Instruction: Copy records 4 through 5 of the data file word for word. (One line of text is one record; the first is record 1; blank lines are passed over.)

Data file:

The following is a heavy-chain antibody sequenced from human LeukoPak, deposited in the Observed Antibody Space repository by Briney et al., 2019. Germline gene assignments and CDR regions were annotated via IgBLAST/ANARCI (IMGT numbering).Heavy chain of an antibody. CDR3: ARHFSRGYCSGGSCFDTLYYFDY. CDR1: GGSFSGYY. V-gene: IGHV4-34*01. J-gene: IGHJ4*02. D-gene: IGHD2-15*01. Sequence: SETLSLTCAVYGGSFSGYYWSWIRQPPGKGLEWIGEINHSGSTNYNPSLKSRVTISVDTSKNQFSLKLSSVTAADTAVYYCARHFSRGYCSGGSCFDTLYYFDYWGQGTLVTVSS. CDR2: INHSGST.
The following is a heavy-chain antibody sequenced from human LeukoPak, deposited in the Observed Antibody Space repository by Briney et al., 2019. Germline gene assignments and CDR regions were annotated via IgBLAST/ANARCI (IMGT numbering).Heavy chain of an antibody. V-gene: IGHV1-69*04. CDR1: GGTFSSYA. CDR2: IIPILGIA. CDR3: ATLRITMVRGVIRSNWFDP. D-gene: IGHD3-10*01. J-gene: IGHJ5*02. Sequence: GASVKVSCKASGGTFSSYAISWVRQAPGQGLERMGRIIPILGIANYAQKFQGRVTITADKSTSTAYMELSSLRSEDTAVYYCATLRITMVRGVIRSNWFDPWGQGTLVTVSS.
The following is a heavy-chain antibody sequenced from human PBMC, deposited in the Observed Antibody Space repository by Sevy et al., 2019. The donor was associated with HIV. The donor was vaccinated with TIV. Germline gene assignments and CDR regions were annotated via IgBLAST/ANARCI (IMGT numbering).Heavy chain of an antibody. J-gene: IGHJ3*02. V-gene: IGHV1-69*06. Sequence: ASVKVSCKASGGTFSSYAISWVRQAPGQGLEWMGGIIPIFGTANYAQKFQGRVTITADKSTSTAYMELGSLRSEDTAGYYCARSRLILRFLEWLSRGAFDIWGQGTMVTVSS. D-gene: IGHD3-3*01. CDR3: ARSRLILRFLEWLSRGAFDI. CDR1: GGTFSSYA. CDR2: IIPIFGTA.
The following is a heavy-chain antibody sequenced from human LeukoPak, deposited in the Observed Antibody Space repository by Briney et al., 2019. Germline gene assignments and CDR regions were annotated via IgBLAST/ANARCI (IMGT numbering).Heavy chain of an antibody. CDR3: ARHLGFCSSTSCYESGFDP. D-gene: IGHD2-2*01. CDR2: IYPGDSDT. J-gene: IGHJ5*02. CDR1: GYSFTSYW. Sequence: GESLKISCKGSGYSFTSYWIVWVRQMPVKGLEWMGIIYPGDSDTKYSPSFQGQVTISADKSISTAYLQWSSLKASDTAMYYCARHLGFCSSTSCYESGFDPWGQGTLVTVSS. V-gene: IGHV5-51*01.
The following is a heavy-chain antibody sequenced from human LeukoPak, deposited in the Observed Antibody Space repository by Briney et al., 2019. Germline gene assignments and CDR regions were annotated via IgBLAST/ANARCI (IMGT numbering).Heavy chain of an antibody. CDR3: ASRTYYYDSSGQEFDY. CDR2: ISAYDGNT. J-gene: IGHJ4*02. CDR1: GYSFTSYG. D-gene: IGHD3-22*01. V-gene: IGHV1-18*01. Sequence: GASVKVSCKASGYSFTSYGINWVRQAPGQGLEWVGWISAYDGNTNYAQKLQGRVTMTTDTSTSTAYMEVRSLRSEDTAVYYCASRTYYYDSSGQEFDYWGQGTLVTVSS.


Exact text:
The following is a heavy-chain antibody sequenced from human LeukoPak, deposited in the Observed Antibody Space repository by Briney et al., 2019. Germline gene assignments and CDR regions were annotated via IgBLAST/ANARCI (IMGT numbering).Heavy chain of an antibody. CDR3: ARHLGFCSSTSCYESGFDP. D-gene: IGHD2-2*01. CDR2: IYPGDSDT. J-gene: IGHJ5*02. CDR1: GYSFTSYW. Sequence: GESLKISCKGSGYSFTSYWIVWVRQMPVKGLEWMGIIYPGDSDTKYSPSFQGQVTISADKSISTAYLQWSSLKASDTAMYYCARHLGFCSSTSCYESGFDPWGQGTLVTVSS. V-gene: IGHV5-51*01.
The following is a heavy-chain antibody sequenced from human LeukoPak, deposited in the Observed Antibody Space repository by Briney et al., 2019. Germline gene assignments and CDR regions were annotated via IgBLAST/ANARCI (IMGT numbering).Heavy chain of an antibody. CDR3: ASRTYYYDSSGQEFDY. CDR2: ISAYDGNT. J-gene: IGHJ4*02. CDR1: GYSFTSYG. D-gene: IGHD3-22*01. V-gene: IGHV1-18*01. Sequence: GASVKVSCKASGYSFTSYGINWVRQAPGQGLEWVGWISAYDGNTNYAQKLQGRVTMTTDTSTSTAYMEVRSLRSEDTAVYYCASRTYYYDSSGQEFDYWGQGTLVTVSS.